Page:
The Shela HaKadosh says[17] that he has a tradition that this verse is also part of the rebuke of the curses. It’s telling us that there’s no comparison between a wicked person, the son of a wicked person, and a wicked person the son of a righteous person. The latter saw their parents act properly, and chose to abandon their ways and instead live wickedly. This person’s punishment is far worse than someone who was born into an immoral family. This is what the Torah is alluding to by mentioning our forefathers. The curses are so much greater for abandoning the Torah, since the Jewish people come from such righteous individuals, and they lived in such a spiritual land.

There’s an interesting gemarra which discusses people of proper lineage. It says that a person who descends from someone who was in the Jewish King’s army doesn’t need to be investigated[18]. They’re assured have an impeccable pedigree. The gemarra clarifies[19] that this refers to the soldiers from King David’s army. This is because they ensured that all their soldiers had perfect ancestry, confirming that they were all righteous. This was so the merit of their ancestors would help them in battle.

We can then say that this is the intent of the gemarra which specified the soldiers of King David[20]. Not only is it referring to Hashem judging a person based on their level of responsibility, like positions in the army. Additionally[21], it’s referring to a person’s ancestry[22]. Like the Shela HaKadosh says, if a person descends from righteous individuals, and doesn’t follow in their ways, their punishment is that much greater. Hashem takes everything into account. As we say in Unesaneh Tokef[23], this is the might of the holiness of this day. This Day of Judgement is astonishing and powerful.

Kesiva VeChasima Tovah. Have a happy, healthy, sweet, New Year.

[1] Based on Be’er Yosef on Rosh Hashanah, printed between parshas Nitzavim and Vayeilech

[2] Rosh Hashanah 1:2, quoting Psalms 33:15

[3] Ibid 18a

[4] Rashi ad. loc. s.v. בר”ה כל באי עולם כו’ כבני אימרנא

[5] Ibid

[6] Ibid s.v. כמעלות בין מרון

[7] Ibid s.v. כחיילות של בית דוד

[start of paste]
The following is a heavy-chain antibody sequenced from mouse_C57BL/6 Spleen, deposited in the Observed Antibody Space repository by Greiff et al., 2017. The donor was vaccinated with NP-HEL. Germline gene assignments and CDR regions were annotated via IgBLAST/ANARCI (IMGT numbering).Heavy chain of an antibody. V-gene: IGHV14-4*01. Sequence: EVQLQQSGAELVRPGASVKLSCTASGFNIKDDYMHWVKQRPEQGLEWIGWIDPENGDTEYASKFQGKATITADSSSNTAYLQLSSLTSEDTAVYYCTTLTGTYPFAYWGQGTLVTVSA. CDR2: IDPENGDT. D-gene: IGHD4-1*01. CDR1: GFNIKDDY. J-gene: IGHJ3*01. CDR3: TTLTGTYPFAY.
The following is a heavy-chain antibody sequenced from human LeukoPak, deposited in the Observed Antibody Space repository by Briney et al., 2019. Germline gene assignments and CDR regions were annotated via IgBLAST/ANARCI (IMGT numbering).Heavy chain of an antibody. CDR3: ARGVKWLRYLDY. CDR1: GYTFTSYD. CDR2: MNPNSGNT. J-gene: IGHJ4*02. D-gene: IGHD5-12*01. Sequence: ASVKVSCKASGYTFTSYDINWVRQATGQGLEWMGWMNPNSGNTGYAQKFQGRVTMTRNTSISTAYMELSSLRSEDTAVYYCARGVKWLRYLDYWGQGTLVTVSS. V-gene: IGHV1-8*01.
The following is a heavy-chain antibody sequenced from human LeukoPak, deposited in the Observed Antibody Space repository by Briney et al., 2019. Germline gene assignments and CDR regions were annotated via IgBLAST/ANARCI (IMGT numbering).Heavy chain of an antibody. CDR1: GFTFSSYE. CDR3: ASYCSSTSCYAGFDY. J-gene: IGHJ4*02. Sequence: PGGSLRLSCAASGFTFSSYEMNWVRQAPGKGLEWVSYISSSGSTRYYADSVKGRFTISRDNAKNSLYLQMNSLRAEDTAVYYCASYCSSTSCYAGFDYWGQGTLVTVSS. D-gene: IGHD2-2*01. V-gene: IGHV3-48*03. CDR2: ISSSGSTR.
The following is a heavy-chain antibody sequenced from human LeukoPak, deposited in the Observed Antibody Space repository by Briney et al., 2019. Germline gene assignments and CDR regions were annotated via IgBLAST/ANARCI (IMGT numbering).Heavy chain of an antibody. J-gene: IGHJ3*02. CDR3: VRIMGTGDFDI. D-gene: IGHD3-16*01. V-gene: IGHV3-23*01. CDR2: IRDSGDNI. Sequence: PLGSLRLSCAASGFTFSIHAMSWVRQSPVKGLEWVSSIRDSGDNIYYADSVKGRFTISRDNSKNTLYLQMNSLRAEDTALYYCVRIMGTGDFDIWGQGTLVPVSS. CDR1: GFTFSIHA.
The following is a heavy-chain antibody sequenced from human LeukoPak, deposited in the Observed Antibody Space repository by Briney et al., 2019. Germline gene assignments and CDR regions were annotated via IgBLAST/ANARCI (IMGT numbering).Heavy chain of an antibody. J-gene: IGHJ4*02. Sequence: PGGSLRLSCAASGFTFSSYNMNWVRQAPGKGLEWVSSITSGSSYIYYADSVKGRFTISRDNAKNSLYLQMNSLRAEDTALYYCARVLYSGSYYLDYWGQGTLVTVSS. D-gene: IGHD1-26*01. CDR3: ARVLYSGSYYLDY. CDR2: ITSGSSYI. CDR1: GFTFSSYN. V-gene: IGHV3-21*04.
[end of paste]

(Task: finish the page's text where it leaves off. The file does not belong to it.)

[8] Derashas Maharach Derasha L’Yom Rishon D’Slichos 5572, printed in the back of some versions of Nefesh HaChaim. For an alternate explanation of this gemarra, see

[9] See Chagigah 5b that even light talk between husband and wife scrutinized during the Final Judgement

[10] Rav Chaim and the Be’er Yosef don’t explain exactly how this is alluded to by the comparison to a flock of sheep

[11] This is determined by how “high” the person’s root of their soul resides

[12] The language of Rav Chaim is זה פגם בחצר המלך וזה בכסא

[13] Shabbos 54b

[14] The Be’er Yosef doesn’t ask, but we could similarly wonder why the gemarra chose the steps of the House of Maron. Perhaps it’s because of what Rashi said, that those steps specifically were so narrow that only one person could go up then at a time. However, a deeper explanation is found in the source brought in note 8. What’s interesting is that source doesn’t address why the gemarra chose King David’s soldiers, which the Be’er Yosef addresses

[15] Leviticus 27:14-46

[16] Ibid v. 42

[17] Shenei Luchos HaBris Torah SheBiksav parshas Bechukosai § 4

[18] Kiddushin 4:5

[19] Ibid 76b

[20] This explanation of benei Maron is given in the gemarra by Rav Yehudah in the name of Shmuel. The Be’er Yosef points out that the same speaker in Kiddushin about lineage is Rav Yehudah in the name of Shmuel. We can easily say then that the two appearances of חיילות של בית דוד have the same intent

[21] The Be’er Yosef seems to want to maintain Rav Chaim’s approach, but just add this extra detail due to the specificity of the soldiers of King David

[22] The Be’er Yosef suggests how the words benei Maron could refer to this concept (something Rav Chaim’s approach also didn’t address). בני מרון alludes to בני אנשים רמי מעלה בצדקת מעשיהם הטובים

[23] In the Mussaf section of Rosh Hashanah and Yom Kippur prayers